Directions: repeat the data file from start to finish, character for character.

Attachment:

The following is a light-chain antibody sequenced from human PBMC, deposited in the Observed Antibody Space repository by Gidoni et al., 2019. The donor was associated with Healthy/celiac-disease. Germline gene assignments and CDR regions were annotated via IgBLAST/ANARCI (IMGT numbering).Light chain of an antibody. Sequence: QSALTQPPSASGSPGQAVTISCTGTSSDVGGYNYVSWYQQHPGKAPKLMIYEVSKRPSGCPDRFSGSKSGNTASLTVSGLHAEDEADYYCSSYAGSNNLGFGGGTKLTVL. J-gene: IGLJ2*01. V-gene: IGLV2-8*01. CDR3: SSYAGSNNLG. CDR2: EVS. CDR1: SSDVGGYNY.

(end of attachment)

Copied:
The following is a light-chain antibody sequenced from human PBMC, deposited in the Observed Antibody Space repository by Gidoni et al., 2019. The donor was associated with Healthy/celiac-disease. Germline gene assignments and CDR regions were annotated via IgBLAST/ANARCI (IMGT numbering).Light chain of an antibody. Sequence: QSALTQPPSASGSPGQAVTISCTGTSSDVGGYNYVSWYQQHPGKAPKLMIYEVSKRPSGCPDRFSGSKSGNTASLTVSGLHAEDEADYYCSSYAGSNNLGFGGGTKLTVL. J-gene: IGLJ2*01. V-gene: IGLV2-8*01. CDR3: SSYAGSNNLG. CDR2: EVS. CDR1: SSDVGGYNY.